Meet the Humans of the Keys

Meet the Humans of the Keys

Tuesday, March 22, 2016

Wally, Key Largo


I have been back and forth to the Keys for the last 30 years. This summer I am going to Michigan to work.
I hang out at Publix for breakfast with my doggie. My biggest challenge is getting up every morning and my legs. I have PAD, Peripheral artery disease. If I walk from the bench to the end of the parking lot I have to sit down and rest at the bus stop before I can cross the road. It’s like 2 people have their hands on my calves squeezing them. It's painful, just horrible.
I am most proud of being a waiter for the last 30 years, and living.

Sunday, March 20, 2016

(Flathead) Ted Otto Hirsekorn, Key Largo ***RIP***

HOK: R.I.P. Ted. You will always be loved and leave memories for so many here in the Keys. Ted's original story is below.

Mr. Ted Otto Hirsekorn, 86 of Key Largo, FL passed away on Wednesday, March 16, 2016 at the Levine Dickson Hospice House at Southminster in Charlotte, NC.
Mr. Hirsekorn was born on January 20, 1930 in Miami, FL, son to the late Otto W. Hirsekorn and Feodora E. Hirsekorn. Ted was a corporal in the U.S Army who served in the 817th Engineer Aviation Battalion during The Korean War. He was a faithful servant to the Lord and a good Christian man who was a long time member of the First Baptist Church of Key Largo.
Mr. Hirsekorn owned and operated the Key Largo Transit aka “The Mini Bus” before retiring in 2002. Ted will be fondly remembered by family and friends as a man of integrity, good humor, and one who was full of life. He was a devoted family man and a loving father to his children, grand children, and great grand children.
Preceded in death by his children Karen Hirsekorn, Michelle Hirsekorn, Todd Hirsekorn, and Melisa Burke, sister Ida Fleming of Miami FL, and brother F.D. “Shorty” Hirsekorn of Waller, TX. Survivors include his former wife Pauline Hirsekorn of San Diego, CA, brother Wally Hirsekorn, and his wife Donna of Neptune Beach, FL, sister in law Joy Hirsekorn of Waller, TX, son Ted Hirsekorn and daughters Maxine York and Mary Cook of San Diego, CA, daughter Marcel Wilmont of Tigard, OR, and daughter Melinda Lambkin of Charlotte, NC. He is also survived by numerous nieces, nephews, grand children and great grandchildren.
****NOTICE of services for Ted****
If you would like to pay your respects to Ted and his family, they will be local this week. Please find times and places:
A visitation will be held Monday, March 21, 2016 from 5:30PM until 8:30PM at Allen-Beyer Funeral Home, 101640 Overseas Highway, Key Largo.
A memorial service will be held Tuesday, March 22, 2016 at 11:00AM with a reception to follow at the First Baptist Church of Key Largo, 99001 Overseas Highway, Key Largo.
A military graveside burial will be held Friday, March 25, 2016 at the City of Miami Cemetery, 1950 NW 12th Ave. Miami, FL.
The family requests that in lieu of flowers, memorial donations be made to the First Baptist Church of Key Largo, 99001 Overseas Highway, Key Largo, FL 33037 or to Levine & Dickson Hospice House at Southminster, 8919 Park Road, Ste. 1000, Charlotte, NC 28210.



Wednesday, March 16, 2016

Carmen Kelley, Key Largo -- part 3 Final



I had my first interview at CSHS in 1997 and I said I wanted to teach in Dropout prevention. I mentioned I was bilingual, that had a Science degree, a Social Science Degree and Art. My first job at CS was at ACE the Alternative center. The following year, I moved to the regular campus and since then, I have taught Physical Science, Marine Science Environmental, earth and Space, Economics, Law Studies, World History, ESOL, Team Sports, Spanish and now the Arts. I teach ceramics1-3, drawing 1-3, Painting 1-3, AP Studio. I teach just fewer than 200 students a day.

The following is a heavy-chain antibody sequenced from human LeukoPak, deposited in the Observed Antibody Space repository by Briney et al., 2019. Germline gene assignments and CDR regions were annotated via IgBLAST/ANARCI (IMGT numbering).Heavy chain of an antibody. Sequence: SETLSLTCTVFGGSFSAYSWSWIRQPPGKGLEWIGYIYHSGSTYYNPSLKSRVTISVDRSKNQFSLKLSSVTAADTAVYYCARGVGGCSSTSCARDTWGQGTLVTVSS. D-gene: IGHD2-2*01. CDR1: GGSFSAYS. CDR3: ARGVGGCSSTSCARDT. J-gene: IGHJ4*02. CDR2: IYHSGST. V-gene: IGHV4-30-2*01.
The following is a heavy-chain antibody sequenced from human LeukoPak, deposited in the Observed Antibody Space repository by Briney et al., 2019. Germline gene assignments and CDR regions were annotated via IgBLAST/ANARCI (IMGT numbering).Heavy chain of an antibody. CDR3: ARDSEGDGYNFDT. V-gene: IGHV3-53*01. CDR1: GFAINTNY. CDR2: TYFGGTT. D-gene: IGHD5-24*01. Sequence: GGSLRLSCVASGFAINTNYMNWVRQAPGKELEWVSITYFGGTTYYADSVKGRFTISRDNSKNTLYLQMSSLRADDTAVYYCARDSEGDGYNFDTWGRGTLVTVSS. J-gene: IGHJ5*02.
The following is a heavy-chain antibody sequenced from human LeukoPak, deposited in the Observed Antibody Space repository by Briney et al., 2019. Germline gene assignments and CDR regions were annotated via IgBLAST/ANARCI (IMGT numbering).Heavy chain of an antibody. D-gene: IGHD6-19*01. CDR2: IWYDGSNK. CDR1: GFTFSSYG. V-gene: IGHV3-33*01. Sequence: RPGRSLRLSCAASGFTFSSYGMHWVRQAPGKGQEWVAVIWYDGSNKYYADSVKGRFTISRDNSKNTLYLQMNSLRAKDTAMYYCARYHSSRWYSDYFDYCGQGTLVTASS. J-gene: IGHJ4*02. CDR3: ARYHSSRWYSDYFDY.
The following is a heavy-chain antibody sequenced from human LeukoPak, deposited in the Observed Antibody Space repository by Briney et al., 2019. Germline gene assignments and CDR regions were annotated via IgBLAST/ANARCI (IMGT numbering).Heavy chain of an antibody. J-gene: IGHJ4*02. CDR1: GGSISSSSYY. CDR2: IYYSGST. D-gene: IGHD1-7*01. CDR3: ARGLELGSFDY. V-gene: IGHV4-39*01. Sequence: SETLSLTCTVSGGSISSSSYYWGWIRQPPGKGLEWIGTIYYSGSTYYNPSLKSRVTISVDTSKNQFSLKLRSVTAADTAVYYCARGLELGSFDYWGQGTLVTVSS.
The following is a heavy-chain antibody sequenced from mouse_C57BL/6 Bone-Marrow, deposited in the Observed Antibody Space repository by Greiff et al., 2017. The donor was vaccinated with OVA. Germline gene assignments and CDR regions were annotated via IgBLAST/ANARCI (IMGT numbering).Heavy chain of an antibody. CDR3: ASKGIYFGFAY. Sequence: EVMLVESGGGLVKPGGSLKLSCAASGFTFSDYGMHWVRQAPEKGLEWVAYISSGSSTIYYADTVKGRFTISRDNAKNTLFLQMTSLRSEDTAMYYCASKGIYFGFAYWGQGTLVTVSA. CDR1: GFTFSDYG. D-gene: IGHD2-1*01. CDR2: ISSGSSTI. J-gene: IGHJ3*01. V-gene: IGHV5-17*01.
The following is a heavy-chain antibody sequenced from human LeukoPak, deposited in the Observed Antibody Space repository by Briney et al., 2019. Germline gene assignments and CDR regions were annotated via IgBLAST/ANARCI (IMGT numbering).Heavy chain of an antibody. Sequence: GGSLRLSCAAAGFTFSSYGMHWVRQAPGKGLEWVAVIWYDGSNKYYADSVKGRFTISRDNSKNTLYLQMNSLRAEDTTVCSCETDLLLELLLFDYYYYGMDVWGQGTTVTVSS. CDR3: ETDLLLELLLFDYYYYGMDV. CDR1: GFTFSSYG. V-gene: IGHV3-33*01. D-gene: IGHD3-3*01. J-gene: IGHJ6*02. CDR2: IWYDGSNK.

The Arts- I earned my first art award in 3rd grade. My science fair poster was also filled with drawings that year. I learned to communicate through art at a young age and found I could trade artwork for candy during my limited English elementary years. I used all of my available electives in middle school and high school for Art classes. My drawings made it to the covers of two yearbooks, the drama sets for plays. I earned money drawing people’s portraits and found it was a great way to invest the money into more art materials.

I was lucky to have two art teachers who had graduated from Pratt Institute in NY. Every summer, I made sure to attend summer school art classes and begged my parents enroll me in a correspondence art course my last year of high school. I took 18 credits every semester in order to make room for ART. When my kids were born, I would find the time to sit during their naps and draw their shoes they had left by the door, the corners in my house and their little faces as they slept.

I needed art in my life and I surprised my husband with an incredible portfolio full of artwork and so we started our partnership. I drew he framed.

My first outdoor Art show was Circus Magercus in Gulfport. 
It was an Outdoor show, that and I had no clue what a professional artist did. I was ready to learn that hanging a clothesline and placing my artwork nice and neat on that line was not going to cut it. I sold one piece and that was the beginning of my weekend shows: Straub Park, Gasparilla, Dunellon, Sarasota, Treasure Island, and more shows that I can name. By the time I had moved to the Keys I had already won quite a few blue ribbons and hung in several galleries and Restaurants. Once again, I needed to start reach out to this new community that had all of those incredible connections to the things I liked to do in life- Marine life, Art and Teaching. I rented a u haul unit and spread out my easels, drafting tables and started to paint. People kept coming in to my studio during the weekend and offering to buy my artwork, so after two years, I had saved enough to put down on a small space next to Melendi Photography.

In 2005 The Key Largo Art Gallery was born!!!!!!!!!!!!!!!!
Five artist joined the Gallery that first year. Harry Sontag Collection, Morna Strengholt, Jacqueline Campa and Lisa Kohler along with my daughter Tere Kelley. 
That year the Gallery featured two Highwaymen- Willie C Reagan and MaryAnn Carrol.